Australia's most notorious cult leader, Anne Hamilton-Byrne, is in palliative care in a suburban Melbourne nursing home.
The frail 96-year-old founder of The Family – a cult that stole children through adoption scams and imprisoned them at a house beside Lake Eildon from the early 1970s until 1987 – has suffered from dementia since 2007, rendering her unable to face further court action by survivors.
Sources confirm she was recently moved into palliative care at the nursing home.
"My only regret is she was never held totally to account for the misery she caused to the former cult children," said former Victoria police detective Lex de Man, who investigated the cult and its leader after the children were freed from the lake house. He eventually helped track her down in the Catskill Mountains in New York state and had her extradited back to Victoria in 1994.
On the eve of the release of a book and documentary about the Melbourne cult and its tentacles in the US, Britain and Hawaii, Mr de Man said: "I have no sympathy for the woman I consider the most evil person I ever met in my police career."
Anne Hamilton-Byrne and her third husband, Bill Byrne, an Englishman who has set up businesses in Traralgon, fled Australia after the Lake Eildon house was raided by police. They had property in Kent, near London, and the Catskills, and were eventually found there after Victoria Police's Operation Forest joined forces with the FBI.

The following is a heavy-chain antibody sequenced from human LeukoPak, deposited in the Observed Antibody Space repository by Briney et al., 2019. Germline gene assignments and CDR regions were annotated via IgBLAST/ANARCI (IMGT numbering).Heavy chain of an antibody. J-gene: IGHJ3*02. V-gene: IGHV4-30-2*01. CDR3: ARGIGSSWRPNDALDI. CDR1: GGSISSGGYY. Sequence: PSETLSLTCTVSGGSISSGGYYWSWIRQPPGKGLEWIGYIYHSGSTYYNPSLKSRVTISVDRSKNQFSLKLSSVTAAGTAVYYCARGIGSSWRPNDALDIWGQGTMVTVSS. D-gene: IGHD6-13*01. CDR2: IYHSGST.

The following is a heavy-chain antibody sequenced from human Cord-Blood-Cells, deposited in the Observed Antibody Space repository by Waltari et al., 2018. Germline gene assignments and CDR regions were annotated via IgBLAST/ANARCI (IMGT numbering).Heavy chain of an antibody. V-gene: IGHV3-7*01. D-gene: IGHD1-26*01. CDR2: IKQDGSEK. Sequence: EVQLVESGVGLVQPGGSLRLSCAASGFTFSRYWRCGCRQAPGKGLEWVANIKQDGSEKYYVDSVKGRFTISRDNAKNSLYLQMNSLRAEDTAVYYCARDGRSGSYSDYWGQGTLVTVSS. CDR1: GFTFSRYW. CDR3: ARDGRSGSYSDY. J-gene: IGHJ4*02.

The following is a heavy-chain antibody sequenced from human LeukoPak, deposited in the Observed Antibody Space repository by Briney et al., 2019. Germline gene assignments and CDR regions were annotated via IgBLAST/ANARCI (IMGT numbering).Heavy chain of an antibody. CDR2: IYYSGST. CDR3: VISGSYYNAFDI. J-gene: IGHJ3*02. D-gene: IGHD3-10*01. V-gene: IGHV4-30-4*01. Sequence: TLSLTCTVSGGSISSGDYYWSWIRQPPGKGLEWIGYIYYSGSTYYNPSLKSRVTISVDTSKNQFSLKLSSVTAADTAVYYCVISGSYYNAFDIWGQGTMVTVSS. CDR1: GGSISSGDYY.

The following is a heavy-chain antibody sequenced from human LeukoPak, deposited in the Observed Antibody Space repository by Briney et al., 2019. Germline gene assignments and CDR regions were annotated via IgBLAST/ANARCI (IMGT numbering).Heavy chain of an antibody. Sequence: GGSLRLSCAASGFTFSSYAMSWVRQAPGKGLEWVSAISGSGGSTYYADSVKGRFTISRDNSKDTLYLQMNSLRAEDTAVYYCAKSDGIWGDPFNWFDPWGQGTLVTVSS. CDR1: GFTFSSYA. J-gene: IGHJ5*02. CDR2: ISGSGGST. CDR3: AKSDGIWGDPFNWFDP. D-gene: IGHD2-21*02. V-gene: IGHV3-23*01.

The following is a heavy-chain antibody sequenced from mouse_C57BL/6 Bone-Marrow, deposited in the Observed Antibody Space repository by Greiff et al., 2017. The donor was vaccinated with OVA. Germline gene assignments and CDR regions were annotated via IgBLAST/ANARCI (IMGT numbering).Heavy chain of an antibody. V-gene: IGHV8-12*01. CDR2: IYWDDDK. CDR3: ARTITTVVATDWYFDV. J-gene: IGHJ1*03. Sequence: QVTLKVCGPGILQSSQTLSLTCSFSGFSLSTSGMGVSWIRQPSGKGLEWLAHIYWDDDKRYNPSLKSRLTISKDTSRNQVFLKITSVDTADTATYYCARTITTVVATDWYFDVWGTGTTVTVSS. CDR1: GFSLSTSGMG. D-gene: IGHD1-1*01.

However, because of extradition conditions, as well as complex legal and moral issues, they faced only minor fraud charges in Melbourne, leading to $5000 in fines. Police and prosecutors did not pursue potential charges of kidnapping, administering drugs and assault, after deciding the vulnerable former cult children should not face cross-examination by the couple's QC, John Winneke.
Dr Sarah Moore, who was one of the first children taken by Hamilton-Byrne from a hospital with faked adoption papers, died last year, aged 46. She had suffered long-term mental and physical problems, which she attributed to an abusive and isolated childhood in the cult. She, like many in the cult, was repeatedly dosed with LSD in an initiation when she turned 14.
The cult's co-founder, former University of Melbourne physicist and one-time Queen's College head Dr Raynor Johnson, still has a plaque commemorating his academic achievements at the university, despite attempts to have it removed. He died in 1987.
Hamilton-Byrne was born Evelyn Edwards in Sale in 1921. Her mother was mentally ill and her father itinerant. She taught yoga in Melbourne and Geelong and began the cult with Dr Johnson in 1962.
Sources say her estate could be worth as much as $10 million. She still owns property in Australia, including homes in the Dandenong Ranges near Melbourne. She also has property overseas. The cult's holding company, Life For All Creatures, is administered by a group of current cult members. The company is registered as a charity.
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